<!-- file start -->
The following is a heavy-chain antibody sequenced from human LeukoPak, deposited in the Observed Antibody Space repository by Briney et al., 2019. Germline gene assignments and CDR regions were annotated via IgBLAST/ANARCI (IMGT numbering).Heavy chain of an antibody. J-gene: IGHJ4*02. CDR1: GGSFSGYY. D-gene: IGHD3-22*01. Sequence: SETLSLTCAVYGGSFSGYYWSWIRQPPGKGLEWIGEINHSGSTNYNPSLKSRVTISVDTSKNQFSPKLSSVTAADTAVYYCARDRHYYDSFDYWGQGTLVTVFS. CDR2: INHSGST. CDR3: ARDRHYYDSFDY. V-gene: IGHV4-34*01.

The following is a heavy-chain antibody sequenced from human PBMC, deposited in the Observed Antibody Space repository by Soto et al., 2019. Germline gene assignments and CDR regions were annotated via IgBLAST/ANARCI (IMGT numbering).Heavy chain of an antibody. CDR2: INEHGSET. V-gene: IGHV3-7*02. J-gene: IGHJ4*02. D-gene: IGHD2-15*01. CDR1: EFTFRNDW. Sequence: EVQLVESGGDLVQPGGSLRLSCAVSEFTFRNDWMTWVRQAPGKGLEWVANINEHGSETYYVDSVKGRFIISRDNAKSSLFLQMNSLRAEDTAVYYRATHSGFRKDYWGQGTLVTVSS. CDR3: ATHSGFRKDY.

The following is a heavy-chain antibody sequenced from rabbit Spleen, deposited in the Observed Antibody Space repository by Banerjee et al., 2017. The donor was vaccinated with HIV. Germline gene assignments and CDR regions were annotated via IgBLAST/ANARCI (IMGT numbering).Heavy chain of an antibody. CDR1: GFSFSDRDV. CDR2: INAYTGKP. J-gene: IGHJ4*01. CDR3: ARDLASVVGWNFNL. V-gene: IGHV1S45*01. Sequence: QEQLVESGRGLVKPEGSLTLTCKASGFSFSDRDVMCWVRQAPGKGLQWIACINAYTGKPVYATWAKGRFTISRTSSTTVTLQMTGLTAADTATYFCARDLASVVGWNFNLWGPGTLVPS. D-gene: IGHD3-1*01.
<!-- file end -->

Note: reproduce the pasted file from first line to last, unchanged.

The following is a heavy-chain antibody sequenced from human LeukoPak, deposited in the Observed Antibody Space repository by Briney et al., 2019. Germline gene assignments and CDR regions were annotated via IgBLAST/ANARCI (IMGT numbering).Heavy chain of an antibody. J-gene: IGHJ4*02. CDR1: GGSFSGYY. D-gene: IGHD3-22*01. Sequence: SETLSLTCAVYGGSFSGYYWSWIRQPPGKGLEWIGEINHSGSTNYNPSLKSRVTISVDTSKNQFSPKLSSVTAADTAVYYCARDRHYYDSFDYWGQGTLVTVFS. CDR2: INHSGST. CDR3: ARDRHYYDSFDY. V-gene: IGHV4-34*01.

The following is a heavy-chain antibody sequenced from human PBMC, deposited in the Observed Antibody Space repository by Soto et al., 2019. Germline gene assignments and CDR regions were annotated via IgBLAST/ANARCI (IMGT numbering).Heavy chain of an antibody. CDR2: INEHGSET. V-gene: IGHV3-7*02. J-gene: IGHJ4*02. D-gene: IGHD2-15*01. CDR1: EFTFRNDW. Sequence: EVQLVESGGDLVQPGGSLRLSCAVSEFTFRNDWMTWVRQAPGKGLEWVANINEHGSETYYVDSVKGRFIISRDNAKSSLFLQMNSLRAEDTAVYYRATHSGFRKDYWGQGTLVTVSS. CDR3: ATHSGFRKDY.

The following is a heavy-chain antibody sequenced from rabbit Spleen, deposited in the Observed Antibody Space repository by Banerjee et al., 2017. The donor was vaccinated with HIV. Germline gene assignments and CDR regions were annotated via IgBLAST/ANARCI (IMGT numbering).Heavy chain of an antibody. CDR1: GFSFSDRDV. CDR2: INAYTGKP. J-gene: IGHJ4*01. CDR3: ARDLASVVGWNFNL. V-gene: IGHV1S45*01. Sequence: QEQLVESGRGLVKPEGSLTLTCKASGFSFSDRDVMCWVRQAPGKGLQWIACINAYTGKPVYATWAKGRFTISRTSSTTVTLQMTGLTAADTATYFCARDLASVVGWNFNLWGPGTLVPS. D-gene: IGHD3-1*01.